• Laser Generated Air Contaminants (LGACs)
  • Compressed Gases
  • Laser Dyes and Solvents
  • Assist Gases

If additional assistance is needed regarding chemical safety, please contact REM at 765-494-6371.

Biological Hazards

Laser Generated Air Contaminants (LGACs) may be produced when a laser beam interacts with biological targets. Infectious material that is present in a biological target may survive beam exposure and possibly become airborne. The Laser Safety Officer will not approve Class 3B or Class 4 laser use projects using biological materials without written approval from the Biological Safety Officer.

This hazard analysis may include an industrial hygiene assessment, and additional control measures may be required. All control measures shall be followed as directed by the Laser Safety Officer, the Biological Safety Officer, and possibly the Industrial Hygiene Staff regarding these matters.

Human Use Factors


  • Workstations should be designed and maintained to encourage good posture and provide a natural or neutral body position when working. Factors to consider are reducing the need for bending, twisting, stretching, awkward positions and eye strain. In addition, limit repetitive movements to best extent possible.
  • Machinery shall be properly guarded to prevent pinning, pinching, or cutting of workers.
  • The working area shall be properly illuminated for worker safety. If an area requires low-light, the Laser Principal Investigator shall ensure workers are aware of any unseen potential hazards.
  • The working area shall have minimal visual distractions such as reflections, flickering, and bright/blinding lights.

Work Space:

  • There shall be sufficient room for individuals to turn around and maneuver freely, also allowing for rapid egress of the work area (i.e. 3 foot minimal clearance free of objects in path).
  • The work area shall be free of trip/fall hazards, and shall maintain good housekeeping practices in order to prevent additional potential injuries or safety violations (e.g. unnecessary objects located around laser that may ignite or reflect the beam out of its intended alignment).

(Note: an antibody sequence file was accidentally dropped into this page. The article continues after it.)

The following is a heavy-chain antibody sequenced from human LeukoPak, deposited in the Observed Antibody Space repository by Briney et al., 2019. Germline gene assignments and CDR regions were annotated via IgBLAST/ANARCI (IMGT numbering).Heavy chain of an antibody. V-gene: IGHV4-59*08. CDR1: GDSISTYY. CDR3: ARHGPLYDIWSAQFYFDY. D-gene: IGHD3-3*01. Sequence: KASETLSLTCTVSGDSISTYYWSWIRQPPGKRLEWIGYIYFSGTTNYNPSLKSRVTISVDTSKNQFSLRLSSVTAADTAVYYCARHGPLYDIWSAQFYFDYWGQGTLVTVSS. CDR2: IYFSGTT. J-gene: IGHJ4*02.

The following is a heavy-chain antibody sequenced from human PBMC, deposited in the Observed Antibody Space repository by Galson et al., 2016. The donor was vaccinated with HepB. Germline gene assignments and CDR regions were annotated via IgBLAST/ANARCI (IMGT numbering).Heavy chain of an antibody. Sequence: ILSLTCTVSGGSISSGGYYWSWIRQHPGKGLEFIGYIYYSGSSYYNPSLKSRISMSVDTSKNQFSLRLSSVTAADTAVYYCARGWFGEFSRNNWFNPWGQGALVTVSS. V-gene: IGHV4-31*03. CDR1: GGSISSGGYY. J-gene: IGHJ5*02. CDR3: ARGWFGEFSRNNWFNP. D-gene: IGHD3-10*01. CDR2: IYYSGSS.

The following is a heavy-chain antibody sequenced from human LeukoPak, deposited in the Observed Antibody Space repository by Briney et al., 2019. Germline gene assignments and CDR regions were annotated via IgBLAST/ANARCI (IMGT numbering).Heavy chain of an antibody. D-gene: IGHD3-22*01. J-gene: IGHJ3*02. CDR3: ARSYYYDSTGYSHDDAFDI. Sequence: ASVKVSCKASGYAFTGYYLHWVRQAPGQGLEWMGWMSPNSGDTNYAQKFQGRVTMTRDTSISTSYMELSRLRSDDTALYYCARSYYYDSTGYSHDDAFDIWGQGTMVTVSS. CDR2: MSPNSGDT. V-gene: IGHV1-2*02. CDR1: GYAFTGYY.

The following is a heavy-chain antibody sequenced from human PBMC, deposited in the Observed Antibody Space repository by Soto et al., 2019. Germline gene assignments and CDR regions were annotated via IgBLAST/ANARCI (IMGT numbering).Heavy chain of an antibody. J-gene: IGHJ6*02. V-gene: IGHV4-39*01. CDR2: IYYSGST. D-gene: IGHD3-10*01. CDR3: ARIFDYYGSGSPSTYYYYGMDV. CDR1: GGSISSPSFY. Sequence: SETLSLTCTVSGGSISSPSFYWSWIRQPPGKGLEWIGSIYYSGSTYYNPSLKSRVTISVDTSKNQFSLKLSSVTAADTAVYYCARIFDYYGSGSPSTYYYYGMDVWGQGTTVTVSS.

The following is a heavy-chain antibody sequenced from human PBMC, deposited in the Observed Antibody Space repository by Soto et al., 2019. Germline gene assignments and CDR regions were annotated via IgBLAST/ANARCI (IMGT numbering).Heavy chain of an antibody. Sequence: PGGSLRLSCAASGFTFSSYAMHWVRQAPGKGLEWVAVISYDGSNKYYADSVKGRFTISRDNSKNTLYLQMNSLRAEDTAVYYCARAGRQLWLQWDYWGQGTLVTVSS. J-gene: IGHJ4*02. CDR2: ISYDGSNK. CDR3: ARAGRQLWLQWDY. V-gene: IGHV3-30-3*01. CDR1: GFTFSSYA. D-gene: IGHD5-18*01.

Work Patterns:

Unusual or long hours may affect worker alertness. Discuss with your supervisor the work duration and times you are expected to work. Any decrease in worker alertness must be addressed immediately by the Laser Principal Investigator.


Laser workers should inform their Laser Principal Investigator of other issues that may affect their ability to work safely around the laser on their project. Factors such as preexisting eye injuries, pupil dilation, nervous twitches, other physical injuries, etc., may affect the individual's ability to perform laser-related work. Also, individuals may also be photosensitive from industrial chemicals or medications, resulting in greater susceptibility to the effects of ultraviolet lasers, as well as collateral and plasma radiation.

Waste Disposal

Disposal of chemically contaminated laser-related waste must be done in accordance with Purdue policy in order to comply with federal, state, and local regulations. The Hazardous Materials Management (HMM) section of REM concerns itself with the proper disposal of hazardous material, and provides an excellent resource for information regarding procedures that should be followed upon disposal of material.

If the laser itself is to be removed from service from a laser project, either through disposal, transfer, donation, or storage, contact the LSO prior to doing so. There are many issues that need to be addressed if a laser is removed from service, including proper paperwork, placement, handling, and lockout.


Campus Safety Contacts

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Purdue Police
Phone: (765) 494-8221

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Phone: (765) 494-6919